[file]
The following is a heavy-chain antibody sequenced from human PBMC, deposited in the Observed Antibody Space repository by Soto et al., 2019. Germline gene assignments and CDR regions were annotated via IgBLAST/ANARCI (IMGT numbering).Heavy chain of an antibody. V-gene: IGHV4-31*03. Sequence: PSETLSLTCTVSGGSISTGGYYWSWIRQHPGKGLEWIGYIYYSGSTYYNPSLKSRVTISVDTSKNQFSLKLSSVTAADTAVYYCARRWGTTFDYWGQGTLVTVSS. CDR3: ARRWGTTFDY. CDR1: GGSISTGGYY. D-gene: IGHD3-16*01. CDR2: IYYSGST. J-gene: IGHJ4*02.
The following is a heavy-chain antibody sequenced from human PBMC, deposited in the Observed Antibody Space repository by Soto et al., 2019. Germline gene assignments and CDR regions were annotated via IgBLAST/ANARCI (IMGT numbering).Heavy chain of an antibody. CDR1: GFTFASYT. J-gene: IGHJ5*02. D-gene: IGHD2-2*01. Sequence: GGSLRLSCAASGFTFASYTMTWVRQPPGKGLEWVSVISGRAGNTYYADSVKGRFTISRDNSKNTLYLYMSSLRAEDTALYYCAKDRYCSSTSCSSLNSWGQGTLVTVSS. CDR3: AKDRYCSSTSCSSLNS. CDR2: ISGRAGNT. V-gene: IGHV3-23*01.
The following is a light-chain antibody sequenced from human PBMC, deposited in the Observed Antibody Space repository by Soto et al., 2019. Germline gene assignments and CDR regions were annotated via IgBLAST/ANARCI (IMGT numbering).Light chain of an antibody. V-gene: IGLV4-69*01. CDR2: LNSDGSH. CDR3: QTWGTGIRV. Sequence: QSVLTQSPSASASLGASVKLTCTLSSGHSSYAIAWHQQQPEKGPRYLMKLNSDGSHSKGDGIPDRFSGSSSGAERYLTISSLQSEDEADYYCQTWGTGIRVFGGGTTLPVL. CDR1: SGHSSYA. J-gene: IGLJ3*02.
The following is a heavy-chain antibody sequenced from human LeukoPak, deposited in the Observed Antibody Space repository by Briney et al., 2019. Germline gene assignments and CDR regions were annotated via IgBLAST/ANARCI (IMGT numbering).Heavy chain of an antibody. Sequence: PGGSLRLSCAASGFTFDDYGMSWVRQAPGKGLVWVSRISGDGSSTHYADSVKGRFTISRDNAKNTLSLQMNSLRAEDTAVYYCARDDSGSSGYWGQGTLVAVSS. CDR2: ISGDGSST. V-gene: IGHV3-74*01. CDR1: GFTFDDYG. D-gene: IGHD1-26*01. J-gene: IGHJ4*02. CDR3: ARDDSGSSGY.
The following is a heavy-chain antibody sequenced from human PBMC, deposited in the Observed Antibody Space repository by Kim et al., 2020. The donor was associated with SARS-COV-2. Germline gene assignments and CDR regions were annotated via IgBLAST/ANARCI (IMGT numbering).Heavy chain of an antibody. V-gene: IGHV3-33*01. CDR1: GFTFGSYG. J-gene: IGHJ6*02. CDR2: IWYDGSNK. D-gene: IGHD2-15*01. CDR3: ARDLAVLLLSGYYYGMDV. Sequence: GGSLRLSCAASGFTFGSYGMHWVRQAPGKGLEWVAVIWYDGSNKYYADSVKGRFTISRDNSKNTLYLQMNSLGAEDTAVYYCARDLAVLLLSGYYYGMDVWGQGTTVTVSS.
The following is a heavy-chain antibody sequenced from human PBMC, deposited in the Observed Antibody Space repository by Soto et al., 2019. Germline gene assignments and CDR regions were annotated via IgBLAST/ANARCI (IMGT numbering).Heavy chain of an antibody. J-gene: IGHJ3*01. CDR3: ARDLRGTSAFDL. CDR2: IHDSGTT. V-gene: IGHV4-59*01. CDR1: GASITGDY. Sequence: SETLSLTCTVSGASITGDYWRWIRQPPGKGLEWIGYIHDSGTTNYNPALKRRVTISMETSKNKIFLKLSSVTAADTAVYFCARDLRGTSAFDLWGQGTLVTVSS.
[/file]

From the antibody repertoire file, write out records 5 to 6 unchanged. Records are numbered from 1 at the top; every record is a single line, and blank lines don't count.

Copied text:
The following is a heavy-chain antibody sequenced from human PBMC, deposited in the Observed Antibody Space repository by Kim et al., 2020. The donor was associated with SARS-COV-2. Germline gene assignments and CDR regions were annotated via IgBLAST/ANARCI (IMGT numbering).Heavy chain of an antibody. V-gene: IGHV3-33*01. CDR1: GFTFGSYG. J-gene: IGHJ6*02. CDR2: IWYDGSNK. D-gene: IGHD2-15*01. CDR3: ARDLAVLLLSGYYYGMDV. Sequence: GGSLRLSCAASGFTFGSYGMHWVRQAPGKGLEWVAVIWYDGSNKYYADSVKGRFTISRDNSKNTLYLQMNSLGAEDTAVYYCARDLAVLLLSGYYYGMDVWGQGTTVTVSS.
The following is a heavy-chain antibody sequenced from human PBMC, deposited in the Observed Antibody Space repository by Soto et al., 2019. Germline gene assignments and CDR regions were annotated via IgBLAST/ANARCI (IMGT numbering).Heavy chain of an antibody. J-gene: IGHJ3*01. CDR3: ARDLRGTSAFDL. CDR2: IHDSGTT. V-gene: IGHV4-59*01. CDR1: GASITGDY. Sequence: SETLSLTCTVSGASITGDYWRWIRQPPGKGLEWIGYIHDSGTTNYNPALKRRVTISMETSKNKIFLKLSSVTAADTAVYFCARDLRGTSAFDLWGQGTLVTVSS.